Some Dems join call for independent nursing home investigation
ALBANY — Some Democrats now are joining Republicans in calling for an independent probe of how Gov. Andrew M. Cuomo’s policies might have impacted COVID-19 deaths in nursing homes.
Rank-and-file state legislators say an investigation, which Cuomo announced last month, by the governor’s own Health Department and state Attorney General Letitia James isn’t good enough.
“It’s fine to have the Health Department and the attorney general looking at what individual nursing homes are doing. But there needs to be a professional review of not only the industry as a whole but what the Department of Health has been doing, both leading up to this situation and in the midst of this situation,” said Assemb. Richard Gottfried (D-Manhattan) on Wednesday. “Certainly, it would be wrong for the Department of Health to be charged with examining itself.”
Further, the attorney general's office could have a conflict of interest because it represents state agencies, including the Health Department, in lawsuits, the assemblyman noted.
“The attorney general should bring in outside counsel,” said Gottfried, the longtime chairman of the Assembly Health Committee.
Last week, Senate Minority Leader John Flanagan (R-East Northport) and other Republicans called for an outside or federal investigation. They focused on the March 25 Health Department directive that nursing homes could not deny patients admission solely based on a confirmed or suspected diagnosis of COVID-19.
New York now has more than 5,000 confirmed and suspected deaths in nursing homes due to the coronavirus pandemic.
On Sunday, Cuomo, a Democrat, announced hospitals can no longer send a COVID-19 patient to a nursing home. An aide insisted this was not a reversal, but a new policy based on increased hospital capacity and testing.
“We now have the capacity and the additional testing that we didn’t have in March,” Cuomo spokesman Rich Azzopardi said Sunday. “Positive [COVID-19] patients can also be released to the COVID-19-only facilities we set up.”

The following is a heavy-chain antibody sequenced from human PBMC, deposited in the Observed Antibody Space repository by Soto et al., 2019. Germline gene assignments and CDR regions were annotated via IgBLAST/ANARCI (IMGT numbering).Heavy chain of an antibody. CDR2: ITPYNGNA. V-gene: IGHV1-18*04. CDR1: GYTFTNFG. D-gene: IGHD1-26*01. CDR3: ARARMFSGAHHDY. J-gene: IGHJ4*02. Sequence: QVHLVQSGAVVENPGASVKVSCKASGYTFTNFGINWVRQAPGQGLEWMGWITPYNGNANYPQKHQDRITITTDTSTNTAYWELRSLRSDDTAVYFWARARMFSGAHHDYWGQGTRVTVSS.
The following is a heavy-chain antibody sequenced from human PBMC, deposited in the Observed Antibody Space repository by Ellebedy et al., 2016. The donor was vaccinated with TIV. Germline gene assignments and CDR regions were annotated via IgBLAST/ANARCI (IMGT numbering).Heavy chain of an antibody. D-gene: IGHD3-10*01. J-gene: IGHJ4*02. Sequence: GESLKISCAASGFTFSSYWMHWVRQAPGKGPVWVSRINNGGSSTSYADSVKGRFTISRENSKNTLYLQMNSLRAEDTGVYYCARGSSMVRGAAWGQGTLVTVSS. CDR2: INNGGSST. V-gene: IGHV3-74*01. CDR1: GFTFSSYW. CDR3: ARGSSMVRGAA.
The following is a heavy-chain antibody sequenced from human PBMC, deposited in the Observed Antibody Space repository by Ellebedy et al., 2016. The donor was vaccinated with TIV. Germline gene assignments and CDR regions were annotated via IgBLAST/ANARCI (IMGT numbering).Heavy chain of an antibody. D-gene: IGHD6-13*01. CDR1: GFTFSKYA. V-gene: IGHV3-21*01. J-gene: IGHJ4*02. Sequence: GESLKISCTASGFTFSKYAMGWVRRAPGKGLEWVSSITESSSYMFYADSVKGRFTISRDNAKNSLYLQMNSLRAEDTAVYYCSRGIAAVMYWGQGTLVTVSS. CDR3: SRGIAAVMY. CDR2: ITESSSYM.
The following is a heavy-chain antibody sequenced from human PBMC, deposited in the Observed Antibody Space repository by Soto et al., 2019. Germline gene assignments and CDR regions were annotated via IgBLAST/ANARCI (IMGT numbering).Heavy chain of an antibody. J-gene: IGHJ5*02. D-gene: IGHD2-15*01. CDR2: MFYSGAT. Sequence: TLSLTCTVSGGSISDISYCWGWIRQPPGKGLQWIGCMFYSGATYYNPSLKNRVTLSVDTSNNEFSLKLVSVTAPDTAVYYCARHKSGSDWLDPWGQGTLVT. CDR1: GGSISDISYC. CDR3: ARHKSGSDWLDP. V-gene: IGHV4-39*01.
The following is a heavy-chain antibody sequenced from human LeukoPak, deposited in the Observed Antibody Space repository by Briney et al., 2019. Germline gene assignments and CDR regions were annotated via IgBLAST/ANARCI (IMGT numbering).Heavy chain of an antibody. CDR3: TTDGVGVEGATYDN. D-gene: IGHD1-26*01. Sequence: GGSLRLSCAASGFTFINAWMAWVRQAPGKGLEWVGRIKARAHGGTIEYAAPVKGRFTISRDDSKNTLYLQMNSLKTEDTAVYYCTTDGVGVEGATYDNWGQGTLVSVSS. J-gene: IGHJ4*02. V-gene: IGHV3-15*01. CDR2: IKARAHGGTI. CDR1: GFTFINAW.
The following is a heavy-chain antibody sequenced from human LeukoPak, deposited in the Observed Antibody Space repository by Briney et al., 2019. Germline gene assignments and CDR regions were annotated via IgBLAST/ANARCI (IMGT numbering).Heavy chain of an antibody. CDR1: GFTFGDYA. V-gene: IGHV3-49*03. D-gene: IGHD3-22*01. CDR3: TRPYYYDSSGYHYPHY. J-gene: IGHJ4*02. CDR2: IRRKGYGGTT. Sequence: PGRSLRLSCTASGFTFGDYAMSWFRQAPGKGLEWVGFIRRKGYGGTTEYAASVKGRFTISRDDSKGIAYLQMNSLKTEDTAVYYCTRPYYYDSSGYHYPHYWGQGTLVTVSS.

On Wednesday, Azzopardi added that the March 25 directive was based on guidelines from the federal Centers for Disease Control and Prevention and was "virtually identical" to those of several other states, and "the clear policy is if a nursing home does not have the facilities, the staff nor the protective equipment to care for a resident, they must transfer them to a place that can — period."
Cuomo’s fellow Democrats now are raising questions, too.
Gottfried didn’t directly criticize the March 25 directive, but he said a key issue is that the state for years “allowed nursing homes to be understaffed.”
Others were more focused on the governor’s directive.
“The governor’s flip-flopping policies on nursing homes must be held accountable,” Assemb. Ron Kim (D-Flushing) wrote on Twitter. “First, they tried to keep the virus out by denying access. Then, they tell unprepared facilities to take in COVID-19 patients. Now they are back to keeping the virus out again.”
Sen. Gustavo Rivera (D-Bronx) said the Legislature itself should investigate.
“I strongly believe that the Legislature is one of the key entities that should look into this issue, which has devastated so many families across our state,” Rivera, chairman of the Senate Health Committee, said in a statement. “It is imperative to hold public hearings as soon as possible to get to the bottom of what truly happened at our state’s nursing homes as the COVID-19 pandemic developed.”